Constantine's Magic Runs Dry, Show Canceled

Constantine's Magic Runs Dry, Show Canceled

Much to the sorrow of a small but dedicated fanbase, NBC's Constantine is no more. Executive Producer Daniel Cerone made an official announcement regarding the cancelation:

The cast and writers of Constantine are being released from their contracts. The studio tried to find a new home for the show, for which we're forever grateful, but those efforts didn't pan out. I'm sorry, I wasn't provided any information on the attempts to sell the show elsewhere. All I can report is that the show is over.

This comes on the heels of a campaign set up by Ceron and writer David S. Goyer to save the show, which included streaming the entire first season for free and attempts to create a Twitter buzz.

Cerone also made a passionate case for the show's writers and their work on the show, leaving fans and writers in general with some poignant words:

As a general principle, writers don't choose a writing career to achieve stardom. Whatever demons or insecurities drove them to find freedom of expression through written words generally keeps writers comfortably obscure behind their words. Nor do people choose writing as a means to financial freedom. I'd venture to guess that most who set out to write professionally never receive a paycheck for their hopeful scribbles or key strokes.

In fact, nobody I know ever chose a writing career — it chose them. You write because that's what you do. Like breathing, it just happens and you have to do it and you just hope that someday somebody out there notices what you're trying to say.

If that's the dream of writers, than the writers of Constantine lived the dream, because we're leaving behind wild and passionate fans who believe in and were moved by what we tried to do. To leave such a significant, dedicated and active fan base on the table — that's the real sadness. You all deserve many years of the series we set out to make, and we're disappointed that we couldn't deliver that to you. The good news is that Constantine will live on for years in many more forms. But our time as caretakers has ended.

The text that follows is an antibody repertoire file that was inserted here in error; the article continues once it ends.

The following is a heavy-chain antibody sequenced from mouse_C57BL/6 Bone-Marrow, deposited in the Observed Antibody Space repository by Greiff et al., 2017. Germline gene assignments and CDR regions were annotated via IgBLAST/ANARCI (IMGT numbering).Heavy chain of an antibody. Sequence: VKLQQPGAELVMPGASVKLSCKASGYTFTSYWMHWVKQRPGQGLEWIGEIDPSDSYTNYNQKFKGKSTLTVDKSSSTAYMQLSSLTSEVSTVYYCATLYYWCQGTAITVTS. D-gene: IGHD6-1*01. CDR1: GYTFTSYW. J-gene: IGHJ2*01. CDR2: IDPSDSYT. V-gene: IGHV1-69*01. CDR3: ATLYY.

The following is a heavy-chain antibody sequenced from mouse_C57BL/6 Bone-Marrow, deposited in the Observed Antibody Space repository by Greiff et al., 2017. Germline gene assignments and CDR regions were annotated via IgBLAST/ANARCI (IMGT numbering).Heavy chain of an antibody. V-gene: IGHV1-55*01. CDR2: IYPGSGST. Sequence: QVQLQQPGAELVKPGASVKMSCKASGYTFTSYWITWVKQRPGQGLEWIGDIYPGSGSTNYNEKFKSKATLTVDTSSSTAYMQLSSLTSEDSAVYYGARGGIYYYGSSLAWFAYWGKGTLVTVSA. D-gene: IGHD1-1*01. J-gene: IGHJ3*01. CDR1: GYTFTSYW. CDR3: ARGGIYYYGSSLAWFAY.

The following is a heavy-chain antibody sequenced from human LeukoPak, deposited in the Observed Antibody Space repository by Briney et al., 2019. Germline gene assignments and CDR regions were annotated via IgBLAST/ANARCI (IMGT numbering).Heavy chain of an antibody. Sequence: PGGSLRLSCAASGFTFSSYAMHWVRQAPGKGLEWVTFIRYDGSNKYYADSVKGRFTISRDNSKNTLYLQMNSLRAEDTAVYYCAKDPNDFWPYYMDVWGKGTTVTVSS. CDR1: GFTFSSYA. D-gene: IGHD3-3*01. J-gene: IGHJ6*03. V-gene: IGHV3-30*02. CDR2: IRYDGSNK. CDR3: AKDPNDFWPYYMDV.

Cerone and the writing team are in good company when it comes to passing the John Constantine torch. Former Hellblazer comics writers include Garth Ennis, Brian Azzarello, and Warren Ellis.

The good news, John Constantine lives on in the world of comics, and in fact a new series, Constantine: The Hellblazer, hits shelves tomorrow (Wednesday, June 10th).

Image of Constantine Vol. 1: The Spark and the Flame (The New 52)
Author: Jeff Lemire, Ray Fawkes
Price: $14.99
Publisher: DC Comics (2014)
Binding: Paperback, 144 pages
Image of John Constantine, Hellblazer Vol. 5: Dangerous Habits (New Edition) (John Constantive: Hellblazer (Graphic Novels))
Author: Jamie Delano, Garth Ennis
Price: $17.66
Publisher: Vertigo (2013)
Binding: Paperback, 352 pages

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Comments

NeilRo1's picture
NeilRo1 from Wales is reading The First Fifty Pages Jeff Gerke June 11, 2015 - 2:07am

Of course I salute the writers.

Anyone who has ever written anything will be able to relate to the BST involved with a show like this.

I watched two, maybe three episodes--yeah--I seriously can't remember how many and it was the choice of lead character that killed it for me. No offense meant, but what is it with American/Canadian TV and English/British actors? I'm a Brit and I know we're brilliant at most things (grins) but this guy's fake/real Liverpudlian/Yorkshireman's accent grated like fingernails scraping down a blackboard.

Total turn off. Or turn over. Or someone get me the remote before I kill something.

You writers will be fine. Keep doing what you're doing because you believe it. 

Don't shoot the piano player.

:-)